Thursday, June 30, 2011

EU and US will collaborate to keep supply chains safe

The EU and the US have signed an “ambitious” collaboration agreement aimed at improving the security of global supply chains.
The agreement was sealed by a European triumvirate, consisting of EU Commissioner for Taxation, Customs and Anti-fraud Algirdas Semeta; EC Vice-President Siim Kallas; and Commissioner for Home Affairs Cecilia Malmstrom, and the US Secretary of Homeland Security, Janet Napolitano.

The joint statement lays out an “ambitious agenda” for enhanced bilateral co-operation between EC and US Department of Homeland Security on Customs, aviation and maritime security and research and development.

Semeta said: “In a globalised world, no country can secure the supply chain in isolation.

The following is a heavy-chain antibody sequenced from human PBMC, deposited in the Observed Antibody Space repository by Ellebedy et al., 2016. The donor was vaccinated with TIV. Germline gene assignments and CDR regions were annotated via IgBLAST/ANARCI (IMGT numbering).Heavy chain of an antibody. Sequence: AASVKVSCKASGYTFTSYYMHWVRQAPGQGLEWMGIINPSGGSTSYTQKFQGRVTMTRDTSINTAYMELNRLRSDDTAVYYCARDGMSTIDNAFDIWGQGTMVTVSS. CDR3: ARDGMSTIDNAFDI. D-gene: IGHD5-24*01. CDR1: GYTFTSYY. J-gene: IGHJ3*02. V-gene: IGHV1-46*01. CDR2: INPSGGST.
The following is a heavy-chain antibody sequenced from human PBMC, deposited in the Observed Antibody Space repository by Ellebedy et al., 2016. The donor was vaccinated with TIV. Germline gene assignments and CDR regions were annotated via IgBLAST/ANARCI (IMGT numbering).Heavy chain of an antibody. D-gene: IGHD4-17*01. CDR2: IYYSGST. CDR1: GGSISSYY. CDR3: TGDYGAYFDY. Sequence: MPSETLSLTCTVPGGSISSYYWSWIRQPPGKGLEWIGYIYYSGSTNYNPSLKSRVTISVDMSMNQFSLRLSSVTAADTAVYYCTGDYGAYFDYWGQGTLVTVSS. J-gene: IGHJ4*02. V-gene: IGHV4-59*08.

“National supply chain security policies are ineffective and too costly, unless they are supported by enhanced international co-operation.

“Through international co-operation, we can ensure policy coherence, establish compatibility of national systems and reduce costs.”

The statement calls for the implementation of mutual recognition of EU and US trade partnership programmes and sharing risk information, as well as recognition “wherever possible” of each other’s transport security controls.

Semeta added that, in signing the statement, the EU and the US aimed to jointly respond to global security issues, notably those posed by terrorists.

Earlier this week, the US had confirmed it was considering alternatives to earlier plans for all containers loaded at a foreign port to be scanned before they enter the country. 

The requirement, introduced in 2007 for implementation by 2014, meant all containers would need to x-rayed at foreign ports before loading.

Napolitano said Congress was considering “a more layered approach” to container security.

Sourse:   IFW

Monday, June 20, 2011

Boeing bullish on demand for new freighters